Tremoloa Documents Archive

An archive devoted to propagating a better understanding and appreciation of the tremoloa.

Edouard Brooks

Original Documents

Terms and Conditions

Please realize I, Edouard Brooks, am scanning these in the hopes of allowing others to enjoy the tremoloa's original documents, future research, and methods. My goal is to expand the repertoire and reputation of the instrument; I do not mean to infringe on any Copyrights. If I have violated any, please contact me immediately and I will take them down as soon as possible. Thank you!


  1. tremoloa (plural tremoloas) IPA: /ˈtreɪmoʊloʊwə/
  2. tremolist (performer) IPA: /ˈtreɪmoʊlɪst/
A minor issue that I've encountered is how exactly to pronounce the instrument's name. Acknowledging the fact it was made to emulate the Hawaiian steel guitar sounds, I turn towards its Italian root "tremolo" and Hawaiian phonology: [ˈtreːmolo] and Hawaiian "oa" [owə] (as in Loa). (Note: as this is in English, I will use [oʊ] instead of [o]. Similarly, [eː] becomes [eɪ]) Hence, tremoloa would be pronounced as [ˈtreɪmoʊloʊwə] with plural [ˈtreɪmoʊloʊwəs] (tremoloas). Further, I propose adopting the conventions of violist and cellist: a tremoloa performer would be a tremolist [ˈtreɪmoʊlɪst].


As I continue to practice the instrument, I will be expanding my repertoire and posting PDF copies of pieces I either played on or arranged for the tremoloa. Current repertoire:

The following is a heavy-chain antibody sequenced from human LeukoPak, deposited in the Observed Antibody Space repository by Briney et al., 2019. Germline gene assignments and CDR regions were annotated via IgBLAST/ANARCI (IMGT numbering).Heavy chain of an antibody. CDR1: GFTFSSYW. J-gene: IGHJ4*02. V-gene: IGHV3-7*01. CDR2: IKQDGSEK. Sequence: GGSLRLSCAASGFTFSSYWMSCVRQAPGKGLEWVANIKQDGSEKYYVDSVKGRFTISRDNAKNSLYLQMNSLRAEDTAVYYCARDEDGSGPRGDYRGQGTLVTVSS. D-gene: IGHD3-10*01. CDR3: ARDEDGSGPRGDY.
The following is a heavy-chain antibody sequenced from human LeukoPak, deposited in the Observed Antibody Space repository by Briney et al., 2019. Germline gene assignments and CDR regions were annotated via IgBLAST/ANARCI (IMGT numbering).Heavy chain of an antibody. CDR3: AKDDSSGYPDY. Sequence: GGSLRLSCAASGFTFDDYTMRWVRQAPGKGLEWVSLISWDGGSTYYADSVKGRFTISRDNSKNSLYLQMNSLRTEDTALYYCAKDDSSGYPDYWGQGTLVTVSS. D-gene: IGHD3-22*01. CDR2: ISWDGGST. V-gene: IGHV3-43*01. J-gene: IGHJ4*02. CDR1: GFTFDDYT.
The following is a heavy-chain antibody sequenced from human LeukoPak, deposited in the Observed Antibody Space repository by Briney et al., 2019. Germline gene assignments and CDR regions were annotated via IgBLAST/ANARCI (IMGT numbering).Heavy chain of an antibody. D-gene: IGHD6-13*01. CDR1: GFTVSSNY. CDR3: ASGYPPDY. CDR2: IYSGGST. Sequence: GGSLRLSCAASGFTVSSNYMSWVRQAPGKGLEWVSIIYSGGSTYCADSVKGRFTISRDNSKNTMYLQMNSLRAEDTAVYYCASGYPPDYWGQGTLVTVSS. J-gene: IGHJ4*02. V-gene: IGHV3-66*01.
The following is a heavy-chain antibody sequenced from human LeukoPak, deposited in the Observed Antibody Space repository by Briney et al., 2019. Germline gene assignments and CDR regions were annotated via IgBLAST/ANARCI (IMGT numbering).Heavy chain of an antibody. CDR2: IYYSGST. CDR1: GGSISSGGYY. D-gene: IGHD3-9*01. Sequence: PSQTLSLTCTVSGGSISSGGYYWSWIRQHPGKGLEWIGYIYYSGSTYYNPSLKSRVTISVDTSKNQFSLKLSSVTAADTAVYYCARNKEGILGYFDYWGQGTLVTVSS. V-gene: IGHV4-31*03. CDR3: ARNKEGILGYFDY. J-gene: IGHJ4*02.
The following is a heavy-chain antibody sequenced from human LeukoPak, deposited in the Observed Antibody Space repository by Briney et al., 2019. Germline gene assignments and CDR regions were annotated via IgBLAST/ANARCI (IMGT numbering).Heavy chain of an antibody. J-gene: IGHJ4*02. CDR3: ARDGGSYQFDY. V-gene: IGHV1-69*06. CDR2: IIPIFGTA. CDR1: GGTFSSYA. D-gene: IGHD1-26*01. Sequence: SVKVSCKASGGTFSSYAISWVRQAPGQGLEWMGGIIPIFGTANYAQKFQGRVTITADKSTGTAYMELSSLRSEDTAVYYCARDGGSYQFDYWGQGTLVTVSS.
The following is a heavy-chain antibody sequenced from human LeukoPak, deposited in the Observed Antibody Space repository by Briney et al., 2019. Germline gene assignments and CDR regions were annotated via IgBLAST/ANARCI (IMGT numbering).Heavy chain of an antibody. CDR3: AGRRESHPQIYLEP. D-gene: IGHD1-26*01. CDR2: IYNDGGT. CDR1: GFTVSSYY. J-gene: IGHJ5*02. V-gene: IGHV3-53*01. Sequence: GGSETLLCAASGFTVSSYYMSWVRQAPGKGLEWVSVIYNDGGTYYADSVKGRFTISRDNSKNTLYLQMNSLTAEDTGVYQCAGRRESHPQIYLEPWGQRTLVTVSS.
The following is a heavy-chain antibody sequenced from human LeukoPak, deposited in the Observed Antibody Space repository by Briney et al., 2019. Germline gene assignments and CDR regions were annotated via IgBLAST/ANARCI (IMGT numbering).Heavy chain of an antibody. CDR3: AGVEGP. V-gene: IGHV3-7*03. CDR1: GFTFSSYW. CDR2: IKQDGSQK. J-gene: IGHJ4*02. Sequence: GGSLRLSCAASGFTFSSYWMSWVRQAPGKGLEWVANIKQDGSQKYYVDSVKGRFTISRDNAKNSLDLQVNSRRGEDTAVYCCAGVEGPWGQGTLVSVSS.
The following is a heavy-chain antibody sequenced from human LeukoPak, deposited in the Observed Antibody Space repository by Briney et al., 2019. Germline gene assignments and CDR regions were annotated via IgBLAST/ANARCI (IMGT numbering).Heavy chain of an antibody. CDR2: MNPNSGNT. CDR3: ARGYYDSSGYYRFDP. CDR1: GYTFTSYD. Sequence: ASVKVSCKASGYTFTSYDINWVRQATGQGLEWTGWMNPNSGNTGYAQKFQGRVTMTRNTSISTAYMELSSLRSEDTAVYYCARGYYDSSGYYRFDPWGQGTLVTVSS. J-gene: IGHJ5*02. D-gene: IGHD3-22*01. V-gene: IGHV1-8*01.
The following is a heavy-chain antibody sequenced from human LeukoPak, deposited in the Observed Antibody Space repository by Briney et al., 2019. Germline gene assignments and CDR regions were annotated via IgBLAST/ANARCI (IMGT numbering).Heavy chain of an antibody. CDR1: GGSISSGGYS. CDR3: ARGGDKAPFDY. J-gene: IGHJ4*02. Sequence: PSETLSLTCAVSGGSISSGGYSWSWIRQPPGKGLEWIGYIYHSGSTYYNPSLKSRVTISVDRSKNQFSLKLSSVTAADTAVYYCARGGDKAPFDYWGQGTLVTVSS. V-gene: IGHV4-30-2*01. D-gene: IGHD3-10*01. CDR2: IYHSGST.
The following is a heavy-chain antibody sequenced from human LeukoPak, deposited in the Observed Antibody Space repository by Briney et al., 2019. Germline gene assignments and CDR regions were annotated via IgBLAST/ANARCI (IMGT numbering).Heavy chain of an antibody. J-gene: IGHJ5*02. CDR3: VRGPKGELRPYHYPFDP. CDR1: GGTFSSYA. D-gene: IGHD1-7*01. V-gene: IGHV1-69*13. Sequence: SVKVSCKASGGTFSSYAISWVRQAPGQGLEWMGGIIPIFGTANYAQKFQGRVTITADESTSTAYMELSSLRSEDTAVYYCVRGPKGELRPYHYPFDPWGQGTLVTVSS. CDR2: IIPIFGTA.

1. Camille Saint-Saëns's "The Swan", arranged for tremoloa.
  2. Joseph Bodin de Boismortier's "Rondeau Gracieusement" (1st voice), for épinette des vosges.
Please pardon errors in my copies or arrangements of scores; I'd appreciate any comments and suggestions!



Fig. 1 - Hand position for playing.


Tuning chart (inside to outside instrument)
Melody String C4 0.013
C major 1 C3 0.066 wound
1. G3 0.038 wound
C4 0.029 wound
E4 0.018
G major 2 G2 0.082 wound
2. G3 0.038 wound
B4 0.031 wound
D4 0.018
F major 3 F2 0.088 wound
3. A3 0.036 wound
C4 0.029 wound
F4 0.018
D major 4 D3 0.064 wound
4. A3 0.036 wound
D4 0.024 wound
#F4 0.018


As the tremoloa is not in production anymore, the best option to buy a tremoloa is online or at your local antique store (surprisingly may have one hidden in its depths). Personally, I've bought all three of my tremoloas on eBay; simply search "tremoloa". Additionally, Goodwill's auction site is another fantastic resource (and often cheaper).

That said, I would be careful of both the pricing and what they offer. First, be suspicious of any tremoloa over $100; even though I see them as worth a lot, you can easily find one for $10-$50 in good state (even with original documents and, if you're lucky, an original case). Second, check it for missing parts or cracks. If it's missing strings, tuning pins, or nails, then it's a quick fix. However, if the bridges, arm, arm rests, or arm guard are missing do not buy it. At this point, the tremoloa is useless unless you want to buy a second to retrieve an arm. (Note: I saw one listed at ~$150 for months, missing almost every essential part, notably the arm.) On the other hand, if there's a crack, I'd look at the pictures closely; sometimes the cracks are small, thus not a problem (tremoloas are sturdy, just tune it properly).


Jon Natchez for a correction on the archive tuning chart. The University of Chicago for providing hosting for this page.

Edouard B Brooks, last edited on 2015-08-05.
University of Chicago
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